6. Using clear and easy to understand language – Claims, or explanations associated with a claim, should be worded in a way that is clear and easy to understand for the ordinary and reasonable consumer. The ACCC recommends businesses to avoid using technical or scientific language when explaining any environmental claims.

  7. Avoiding visual elements that give the wrong impression – A business should not incorporate symbols or images in their advertisements, product packaging or point of sale which would convey a misleading environmental meaning to a consumer. For example, images of plants, animals, the earth or certain endangered animals may convey to a consumer that the product has an environmental benefit. The ACCC has foreshadowed that it intends to release further guidance on the use of “trust marks” in early 2024. In this regard, the ACCC made submissions in June 2023 to the Senate Inquiry into Greenwashing stating that it is in the process of considering two certification trade marks: 

  8. Being direct and open about the business’ environmental sustainability transition – The ACCC encourages businesses to be transparent with consumers about the steps they have taken to improve their environmental performance. However, it cautions against exaggerating a business’ progress in its sustainability transition as this may mislead consumers.

The ACCC has also defined the term greenwashing in the final guidelines as “environmental claims that are false or misleading. The ACCC considers that a business will be engaging in greenwashing where it makes a claim that represents a product, service or the business itself as better for or less harmful to the environment than it really is.

Additionally, the ACCC clarifies in the final guidelines that environment claims are made about environmental attributes and is “any representation made by a business in relation to its environmental impact, including claims that give the impression that [the] business, products or services:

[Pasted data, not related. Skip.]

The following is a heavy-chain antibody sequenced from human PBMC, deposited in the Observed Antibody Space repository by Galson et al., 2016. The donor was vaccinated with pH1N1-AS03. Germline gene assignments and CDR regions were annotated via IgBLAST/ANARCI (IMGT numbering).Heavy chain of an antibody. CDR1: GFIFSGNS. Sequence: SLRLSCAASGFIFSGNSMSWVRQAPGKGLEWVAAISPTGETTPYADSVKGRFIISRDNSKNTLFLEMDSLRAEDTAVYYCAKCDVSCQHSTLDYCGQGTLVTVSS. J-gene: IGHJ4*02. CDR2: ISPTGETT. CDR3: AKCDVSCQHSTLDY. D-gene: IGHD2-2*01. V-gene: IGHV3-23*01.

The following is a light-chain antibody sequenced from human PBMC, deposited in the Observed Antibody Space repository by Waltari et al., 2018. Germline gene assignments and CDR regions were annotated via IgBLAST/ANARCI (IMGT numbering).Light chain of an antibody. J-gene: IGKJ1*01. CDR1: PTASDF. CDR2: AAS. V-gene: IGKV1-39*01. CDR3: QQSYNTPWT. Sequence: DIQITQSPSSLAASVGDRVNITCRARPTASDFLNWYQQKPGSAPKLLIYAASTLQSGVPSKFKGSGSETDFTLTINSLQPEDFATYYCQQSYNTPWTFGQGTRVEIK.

1. have a neutral or positive impact on the environment;
  2. are less harmful to the environment than alternatives;
  3. have specific environmental benefits.

Although the final guidelines are non-binding, given that the ACCC has announced that greenwashing remains on their enforcement agenda for 2023/2024 (and is likely to remain an ongoing priority), businesses should familiarise themselves with the principles set out in the guidelines to ensure that they do not contravene the Australian Consumer Law (ACL). With the publication of these guidelines, we can expect greater scrutiny and enforcement action by the ACCC, including the issuing of information-gathering notices under section 155 of the Competition and Consumer Act 2010, substantiation notices, infringement notices and penalty proceedings. Risks from ACCC enforcement action are significant, with the maximum penalty for each contravention by a corporation being the greater of:

  • $50 million;
  • if the Court can determine the benefit obtained that is "reasonably attributable" to the contravention, 3 times the value of that benefit; or
  • if the Court cannot determine the value of the benefit, 30% of the corporation's adjusted turnover during the relevant period.

Individuals responsible for contravening the ACL are at risk of paying a maximum penalty of $2.5 million per contravention.

Given that a Senate Inquiry is currently underway, the ACCC is anticipated to release further guidance or amend the guidelines if necessary, as a result. The Senate Inquiry Report into greenwashing is expected to be released on 28 June 2024.